With Nanowrimo coming up in a mere 7 weeks, and having just entered the ‘100 for 100’ challenge over at Go Teen Writers , I have been thinking a lot about planning novels. I’m not usually a planner. I much prefer to come up with a premise, maybe a few scenes that I want to take place, and then start writing. Talking with my sister, I tried to justify my lack of planning with the following argument:
If you plan a novel, you know that something exciting is coming up soon, and so you’re not too worried about every individual scene, so much as ‘slogging through the boring bits’ to get to the exciting plot point you know is around the corner. Whereas if you don’t plan, you never know what’s going to happen, so you have nothing to look forward to, and you’re forced to make every scene equally exciting.
Unsurprisingly, she shot my argument down like a fish in a barrel, pointing to several examples of novels which were clearly not planned, which had very dull middle sections. And she was right – when reading a novel, you can usually tell whether the author planned it before they wrote it, or whether they just say down and wrote, and tried to tighten it up afterwards. I struggle to get through the latter kind. Justine Larbestier’s How to Ditch Your Fairy was like this for me, as was Libba Bray’s Rebel Angels. Books like these have good premises, good characters, and even good plot points, but they wander. I often feel like the same events happen over and over again. As my sister pointed out: if you’re forced to make every scene equally exciting, that’s just the problem. No scene is more exciting than the rest. There’s no rising tension, there’s just a sense of plodding along through the same plot points, until you get to the end.
Against all the odds, I am beginning to see the merits of planning. I returned this week to the novel I began planning back in July using the Snowflake Method (thoughts on that over here), and I discovered something very useful – my main character, Ink, was boring. Whereas the other characters had backgrounds that connected them to the conflict of the plot, and motivations rooted in complex backstories, Ink was described (and I cringe to write these words) as “a vaguely dissatisfied teenager” who wants to “change the world” although she “has the potential for a secure job”. It doesn’t sound like compelling reading.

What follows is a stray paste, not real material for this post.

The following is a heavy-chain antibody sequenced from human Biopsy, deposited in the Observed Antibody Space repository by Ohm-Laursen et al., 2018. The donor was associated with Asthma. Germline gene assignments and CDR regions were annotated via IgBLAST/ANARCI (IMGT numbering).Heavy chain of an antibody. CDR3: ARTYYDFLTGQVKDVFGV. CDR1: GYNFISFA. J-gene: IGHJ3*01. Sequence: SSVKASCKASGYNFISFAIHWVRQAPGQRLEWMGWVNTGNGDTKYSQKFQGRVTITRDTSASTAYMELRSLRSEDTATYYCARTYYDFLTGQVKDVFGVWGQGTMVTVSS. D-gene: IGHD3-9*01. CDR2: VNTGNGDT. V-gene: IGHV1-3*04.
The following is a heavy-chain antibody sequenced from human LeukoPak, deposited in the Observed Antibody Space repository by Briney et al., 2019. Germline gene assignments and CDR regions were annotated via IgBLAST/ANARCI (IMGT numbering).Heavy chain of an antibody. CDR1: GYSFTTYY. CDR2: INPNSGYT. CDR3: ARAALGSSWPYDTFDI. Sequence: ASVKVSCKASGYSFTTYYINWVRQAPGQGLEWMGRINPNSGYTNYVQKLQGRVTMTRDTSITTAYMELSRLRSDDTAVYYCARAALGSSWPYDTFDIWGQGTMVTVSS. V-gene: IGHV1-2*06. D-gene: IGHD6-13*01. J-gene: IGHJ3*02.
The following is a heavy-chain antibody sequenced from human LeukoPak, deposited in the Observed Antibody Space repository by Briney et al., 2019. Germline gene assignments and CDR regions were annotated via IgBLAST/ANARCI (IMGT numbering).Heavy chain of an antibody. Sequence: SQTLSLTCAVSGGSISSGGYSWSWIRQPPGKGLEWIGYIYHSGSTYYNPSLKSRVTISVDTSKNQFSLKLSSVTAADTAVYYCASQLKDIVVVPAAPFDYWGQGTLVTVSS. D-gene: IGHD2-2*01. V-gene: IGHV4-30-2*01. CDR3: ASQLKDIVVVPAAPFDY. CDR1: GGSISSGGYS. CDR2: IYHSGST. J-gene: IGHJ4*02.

So I cut her. Ink is banished to the dustbin of novel-writing forever, to be replaced with (hopefully) much more compelling characters. And you know how long it took me to cut her? Under a minute, since I realised this in the very early stages of planning. And how much time had I wasted on a boring character? Maybe an hour, at most. By comparison, several years ago I wrote some thirty thousand words about a girl named Katie who could be described with nothing more than the tags “ordinary teenager” and perhaps “flaming red hair with a temper to match”. When I realised she had no emotional connection to the other characters, and was perhaps most kindly described as “sociopathic”, I scrapped the story, because there wasn’t much I could do when all thirty thousand words were first-person, from her point of view. Had I realised my main character lacked pretty much everything except a name and a hair colour during the planning stage, I could have remedied it then.
The moral of this story is: planning isn’t all bad. The only thing I have ever written which has made it to second draft was written with no plan, but I think I have to accept that that might have been a once off. It looks like planning could save me a lot of time and a lot of effort, as well as producing better results. This revelation makes me sad, and won’t stop me from sitting down in front of a blank screen and writing down the first words that pop into my head, but it might make me stop to think before I write thirty thousand more of them.
Has anyone else had a revelation like this? Do you find planned-out novels are better than others?
(Also, the latest report on the Snowflake Method is that it can be quite a bit of fun, if you skip steps 5, 6, 7 and 9.)